Beedie Living’s proposal for 105 Keefer St. first surfaced in 2012.

A previous iteration of the project contained 25 units of social housing, but those were removed. The developer did, however, reduce the number of storeys in response to community concerns and local zoning laws, and it maintains the project will benefit a Chinatown that aims to revitalize.

“105 Keefer will bring additional much needed mixed-use housing to the area, which aligns the City of Vancouver’s efforts to make the historic community prosperous again,” Rob Fiorvento, managing partner of Beedie, said in an emailed statement.

“We are grateful for the opportunity to re-apply to the Development Permit Board and remain committed to working with our neighbours and community partners on a safe and vibrant Chinatown.”

While some residents oppose the 105 Keefer St. application, a coalition of seven Chinatown “legacy” organizations have come out swinging for it in a Wednesday letter to the Development Permit Board.

The Chinese Benevolent Association of Vancouver, Chinese Freemasons of Vancouver, Dr. Sun Yat-Sen Classical Chinese Garden Society, Chinese Cultural Centre of Greater Vancouver, Vancouver Chinatown Merchant’s Association, Vancouver Chinatown Foundation, and Vancouver Chinatown Business Improvement Association Society are all in favour of the application.

“No new development applications have been submitted for Chinatown. Approved infill projects have stalled. We are losing legacy businesses at an alarming rate,” the letter states.

“More feet on the street will help reverse the descent of the district into further disorder.”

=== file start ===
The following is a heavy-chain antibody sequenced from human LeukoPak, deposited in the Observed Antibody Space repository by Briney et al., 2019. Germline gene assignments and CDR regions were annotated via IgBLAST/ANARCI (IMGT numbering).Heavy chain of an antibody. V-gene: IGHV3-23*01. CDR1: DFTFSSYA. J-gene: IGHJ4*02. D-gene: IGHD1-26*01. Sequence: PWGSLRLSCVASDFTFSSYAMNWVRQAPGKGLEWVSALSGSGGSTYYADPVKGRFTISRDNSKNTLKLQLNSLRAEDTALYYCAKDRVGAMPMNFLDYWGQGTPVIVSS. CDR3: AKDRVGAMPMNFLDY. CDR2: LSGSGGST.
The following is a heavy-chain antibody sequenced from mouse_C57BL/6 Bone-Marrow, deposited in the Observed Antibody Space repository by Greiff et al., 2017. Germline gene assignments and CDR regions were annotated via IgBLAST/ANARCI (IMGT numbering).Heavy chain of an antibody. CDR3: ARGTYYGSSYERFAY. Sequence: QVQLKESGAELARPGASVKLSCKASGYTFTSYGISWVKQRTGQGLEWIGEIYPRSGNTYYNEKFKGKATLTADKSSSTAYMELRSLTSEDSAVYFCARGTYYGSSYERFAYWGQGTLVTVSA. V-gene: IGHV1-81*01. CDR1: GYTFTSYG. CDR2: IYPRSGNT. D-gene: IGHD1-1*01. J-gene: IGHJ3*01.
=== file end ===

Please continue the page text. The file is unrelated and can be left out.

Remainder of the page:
The Development Permit Board’s consideration of the project comes just days after an inaugural conference of 50 representatives from 18 Chinatowns across North America to discuss new collaborations and solutions for revitalizing and protecting the historic cultural neighbourhoods.

That conference took place in Vancouver, whose Chinatown neighbourhood has been beset by problems in recent years, including the financial blow of the COVID-19 pandemic, increased racism and a spike in crimes such as window smashing, graffiti, theft and arson.

“Chinatown’s one of 22 BIAs and we’re the only one that really doesn’t have a residential base in close proximity that supports the business in the area,” said Jordan Eng, president of the Vancouver Chinatown BIA, explaining his support for the 105 Keefer St. project.

“There’s no displacement of current residents, it’s been a vacant parking lot for 50 years. It’s part of keeping the neighbourhood alive and vibrant and active, is having people in the neighbourhood both during the day for the businesses and at night time.”

Eng said opponents to the project don’t represent the majority of Chinatown residents and stakeholders.

In an emailed statement, the City of Vancouver said it received the letter and appreciated the feedback but could not comment further as the Development Permit Board has not convened yet.